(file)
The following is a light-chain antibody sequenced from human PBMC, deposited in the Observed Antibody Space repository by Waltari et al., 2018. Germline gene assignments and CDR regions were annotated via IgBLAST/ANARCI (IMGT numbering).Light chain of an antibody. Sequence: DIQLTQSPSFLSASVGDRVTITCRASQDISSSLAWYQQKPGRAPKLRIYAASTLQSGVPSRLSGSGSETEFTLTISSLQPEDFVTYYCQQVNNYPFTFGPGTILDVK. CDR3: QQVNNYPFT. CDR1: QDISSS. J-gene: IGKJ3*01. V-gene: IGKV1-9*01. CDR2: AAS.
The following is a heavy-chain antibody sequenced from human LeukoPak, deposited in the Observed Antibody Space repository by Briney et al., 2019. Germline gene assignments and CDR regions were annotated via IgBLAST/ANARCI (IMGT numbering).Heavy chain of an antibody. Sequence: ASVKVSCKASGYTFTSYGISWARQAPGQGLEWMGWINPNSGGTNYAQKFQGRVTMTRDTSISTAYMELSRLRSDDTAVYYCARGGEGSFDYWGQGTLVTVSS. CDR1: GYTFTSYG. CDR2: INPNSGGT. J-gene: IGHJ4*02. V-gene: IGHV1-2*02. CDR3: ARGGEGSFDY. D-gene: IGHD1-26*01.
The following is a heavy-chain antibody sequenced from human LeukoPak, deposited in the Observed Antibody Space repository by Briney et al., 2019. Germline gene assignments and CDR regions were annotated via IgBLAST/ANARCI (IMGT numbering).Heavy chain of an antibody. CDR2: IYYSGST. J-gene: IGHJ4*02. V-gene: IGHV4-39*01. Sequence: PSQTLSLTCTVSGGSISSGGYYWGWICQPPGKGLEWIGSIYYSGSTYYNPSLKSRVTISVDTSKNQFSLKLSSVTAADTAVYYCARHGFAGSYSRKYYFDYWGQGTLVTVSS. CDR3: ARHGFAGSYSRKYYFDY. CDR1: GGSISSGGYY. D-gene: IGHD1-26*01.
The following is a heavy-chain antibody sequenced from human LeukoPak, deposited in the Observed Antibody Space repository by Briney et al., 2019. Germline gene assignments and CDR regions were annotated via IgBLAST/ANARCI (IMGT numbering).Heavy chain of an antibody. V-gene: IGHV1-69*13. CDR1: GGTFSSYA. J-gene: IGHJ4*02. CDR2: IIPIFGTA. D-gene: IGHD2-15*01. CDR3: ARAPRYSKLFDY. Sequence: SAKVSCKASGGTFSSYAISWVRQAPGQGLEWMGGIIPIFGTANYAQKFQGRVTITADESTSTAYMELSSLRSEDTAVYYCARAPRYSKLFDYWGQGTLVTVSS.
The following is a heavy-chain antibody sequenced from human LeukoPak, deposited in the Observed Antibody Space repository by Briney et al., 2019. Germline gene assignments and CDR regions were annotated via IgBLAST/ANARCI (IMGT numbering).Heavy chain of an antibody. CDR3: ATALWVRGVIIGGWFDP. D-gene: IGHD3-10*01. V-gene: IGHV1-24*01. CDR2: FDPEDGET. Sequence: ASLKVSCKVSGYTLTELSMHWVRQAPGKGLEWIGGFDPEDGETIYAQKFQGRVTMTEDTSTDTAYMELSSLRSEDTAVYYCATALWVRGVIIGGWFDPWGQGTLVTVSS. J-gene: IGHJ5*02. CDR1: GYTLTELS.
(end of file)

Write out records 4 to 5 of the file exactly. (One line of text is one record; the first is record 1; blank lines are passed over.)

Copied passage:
The following is a heavy-chain antibody sequenced from human LeukoPak, deposited in the Observed Antibody Space repository by Briney et al., 2019. Germline gene assignments and CDR regions were annotated via IgBLAST/ANARCI (IMGT numbering).Heavy chain of an antibody. V-gene: IGHV1-69*13. CDR1: GGTFSSYA. J-gene: IGHJ4*02. CDR2: IIPIFGTA. D-gene: IGHD2-15*01. CDR3: ARAPRYSKLFDY. Sequence: SAKVSCKASGGTFSSYAISWVRQAPGQGLEWMGGIIPIFGTANYAQKFQGRVTITADESTSTAYMELSSLRSEDTAVYYCARAPRYSKLFDYWGQGTLVTVSS.
The following is a heavy-chain antibody sequenced from human LeukoPak, deposited in the Observed Antibody Space repository by Briney et al., 2019. Germline gene assignments and CDR regions were annotated via IgBLAST/ANARCI (IMGT numbering).Heavy chain of an antibody. CDR3: ATALWVRGVIIGGWFDP. D-gene: IGHD3-10*01. V-gene: IGHV1-24*01. CDR2: FDPEDGET. Sequence: ASLKVSCKVSGYTLTELSMHWVRQAPGKGLEWIGGFDPEDGETIYAQKFQGRVTMTEDTSTDTAYMELSSLRSEDTAVYYCATALWVRGVIIGGWFDPWGQGTLVTVSS. J-gene: IGHJ5*02. CDR1: GYTLTELS.